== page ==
The Committee encourages the State party to allocate adequate resources for the new national approach to preserve Indigenous languages. It recommends that the State party, in consultation with Indigenous communities, hold a national inquiry into the issue of bilingual education for Indigenous peoples. The Committee also recommends that the State party adopt all necessary measures to preserve native languages and develop and carry out programmes to revitalize indigenous languages and bilingual and intercultural education for Indigenous peoples respecting cultural identity and history. In line with the UNESCO Convention against Discrimination in Education, to which Australia is a party, the Committee encourages the State party to consider providing adequate opportunities for national minorities to the use and teaching of their own language.

22. While recognizing the steps taken by the State party to address socio-economic disadvantages of Indigenous people, the Committee reiterates its serious concern about the continued discrimination faced by Indigenous Australians in the enjoyment of their economic, social and cultural rights (art. 5).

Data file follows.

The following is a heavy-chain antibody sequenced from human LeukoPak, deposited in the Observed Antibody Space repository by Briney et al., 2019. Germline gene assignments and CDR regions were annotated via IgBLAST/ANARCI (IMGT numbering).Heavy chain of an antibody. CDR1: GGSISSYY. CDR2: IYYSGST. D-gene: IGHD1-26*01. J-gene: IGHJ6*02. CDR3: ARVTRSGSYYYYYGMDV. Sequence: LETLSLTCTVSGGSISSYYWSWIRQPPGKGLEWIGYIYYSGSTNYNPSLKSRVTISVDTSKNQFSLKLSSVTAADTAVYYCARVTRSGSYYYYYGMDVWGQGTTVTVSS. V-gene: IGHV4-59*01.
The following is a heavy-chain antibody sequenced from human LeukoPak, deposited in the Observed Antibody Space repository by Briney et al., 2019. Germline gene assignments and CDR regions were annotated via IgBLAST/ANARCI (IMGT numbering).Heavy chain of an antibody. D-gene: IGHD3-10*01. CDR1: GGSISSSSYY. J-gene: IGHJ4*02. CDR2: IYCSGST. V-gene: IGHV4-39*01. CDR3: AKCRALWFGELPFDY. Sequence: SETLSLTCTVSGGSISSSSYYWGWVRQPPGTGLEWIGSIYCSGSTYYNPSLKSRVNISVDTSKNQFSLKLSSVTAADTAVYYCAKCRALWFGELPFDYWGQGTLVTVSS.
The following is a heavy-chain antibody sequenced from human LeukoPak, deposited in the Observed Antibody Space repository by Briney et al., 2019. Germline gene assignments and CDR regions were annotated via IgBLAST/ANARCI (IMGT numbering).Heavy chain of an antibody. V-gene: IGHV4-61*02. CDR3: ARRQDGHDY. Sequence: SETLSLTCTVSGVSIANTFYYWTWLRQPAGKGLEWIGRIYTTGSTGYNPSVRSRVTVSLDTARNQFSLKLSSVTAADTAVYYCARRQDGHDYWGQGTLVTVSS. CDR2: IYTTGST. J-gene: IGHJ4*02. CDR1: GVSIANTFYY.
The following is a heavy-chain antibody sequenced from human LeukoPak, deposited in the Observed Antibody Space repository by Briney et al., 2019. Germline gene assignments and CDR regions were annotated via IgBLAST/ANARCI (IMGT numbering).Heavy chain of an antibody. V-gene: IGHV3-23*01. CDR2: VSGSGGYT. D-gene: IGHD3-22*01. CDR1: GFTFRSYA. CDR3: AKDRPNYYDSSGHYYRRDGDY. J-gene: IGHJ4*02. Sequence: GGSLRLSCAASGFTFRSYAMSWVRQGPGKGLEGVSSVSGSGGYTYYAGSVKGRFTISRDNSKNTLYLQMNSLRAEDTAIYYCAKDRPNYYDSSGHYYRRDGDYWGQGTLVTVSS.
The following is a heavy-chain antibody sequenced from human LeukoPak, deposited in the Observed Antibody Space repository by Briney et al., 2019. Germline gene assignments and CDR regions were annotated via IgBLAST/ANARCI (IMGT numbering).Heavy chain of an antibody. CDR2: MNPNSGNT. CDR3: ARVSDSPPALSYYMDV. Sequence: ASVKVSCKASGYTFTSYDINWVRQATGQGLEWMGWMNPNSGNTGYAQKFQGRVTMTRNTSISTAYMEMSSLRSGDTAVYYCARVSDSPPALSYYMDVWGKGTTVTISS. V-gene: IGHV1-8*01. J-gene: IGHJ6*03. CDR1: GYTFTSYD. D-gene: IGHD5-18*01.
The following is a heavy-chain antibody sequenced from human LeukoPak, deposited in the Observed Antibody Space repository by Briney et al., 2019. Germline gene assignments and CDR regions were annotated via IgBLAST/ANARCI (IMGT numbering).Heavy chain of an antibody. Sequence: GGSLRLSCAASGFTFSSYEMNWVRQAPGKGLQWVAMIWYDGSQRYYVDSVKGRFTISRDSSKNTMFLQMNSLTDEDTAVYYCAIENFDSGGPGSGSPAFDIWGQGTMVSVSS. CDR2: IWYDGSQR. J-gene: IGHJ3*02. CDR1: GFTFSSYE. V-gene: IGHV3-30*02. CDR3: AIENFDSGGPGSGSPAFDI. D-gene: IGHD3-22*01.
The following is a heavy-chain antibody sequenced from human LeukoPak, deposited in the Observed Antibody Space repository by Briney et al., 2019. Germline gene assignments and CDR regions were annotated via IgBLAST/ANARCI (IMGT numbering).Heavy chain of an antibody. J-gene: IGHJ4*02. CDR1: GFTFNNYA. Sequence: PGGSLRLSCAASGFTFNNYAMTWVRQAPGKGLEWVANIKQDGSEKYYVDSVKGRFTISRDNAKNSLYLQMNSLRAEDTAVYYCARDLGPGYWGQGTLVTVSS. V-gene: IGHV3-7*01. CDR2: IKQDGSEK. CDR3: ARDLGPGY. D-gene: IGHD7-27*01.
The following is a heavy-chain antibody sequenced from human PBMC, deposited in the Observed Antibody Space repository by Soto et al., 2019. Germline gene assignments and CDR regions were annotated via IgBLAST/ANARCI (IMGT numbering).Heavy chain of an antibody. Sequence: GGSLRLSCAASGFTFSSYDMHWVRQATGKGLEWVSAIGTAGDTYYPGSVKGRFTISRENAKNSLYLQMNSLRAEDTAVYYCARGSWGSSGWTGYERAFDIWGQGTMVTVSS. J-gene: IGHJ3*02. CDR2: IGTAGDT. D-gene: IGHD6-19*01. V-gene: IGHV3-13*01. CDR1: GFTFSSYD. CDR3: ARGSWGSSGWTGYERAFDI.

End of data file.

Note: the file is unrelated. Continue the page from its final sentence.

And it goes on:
The Committee reiterates its recommendation that the State party ensure that resources allocated to eradicate socio-economic disparities are sufficient and sustainable. It recommends that all initiatives and programmes in this regard ensure the cultural appropriateness of public service delivery and that they seek to reduce Indigenous socio-economic disadvantage while advancing Indigenous self-empowerment.

23. The Committee is concerned by information related to the personal security of international students, and in particular, the series of racially motivated assaults and killings of Indian students in the state of Victoria. It regrets the failure by the Government and police (both at a state and federal level) to acknowledge the racial motivation of these acts, as well as the lack of available national data on the prevalence of migrants as victims of crime (arts. 2, 4, and 5).

The Committee recommends that the State party further intensify its efforts to combat racially motivated violence, including by requiring law enforcement authorities to collect data on the nationality and ethnicity of victims of such crimes and ensuring that judges, prosecutors and the police apply, in practice, existing legal provisions which consider the motive of ethnic, racial or religious hatred or enmity an aggravating circumstance. It recommends that the State party provide updated statistical data on the number and nature of reported hate crimes, prosecutions, convictions and sentences imposed on perpetrators, disaggregated by age, gender and national or ethnic origin of victims.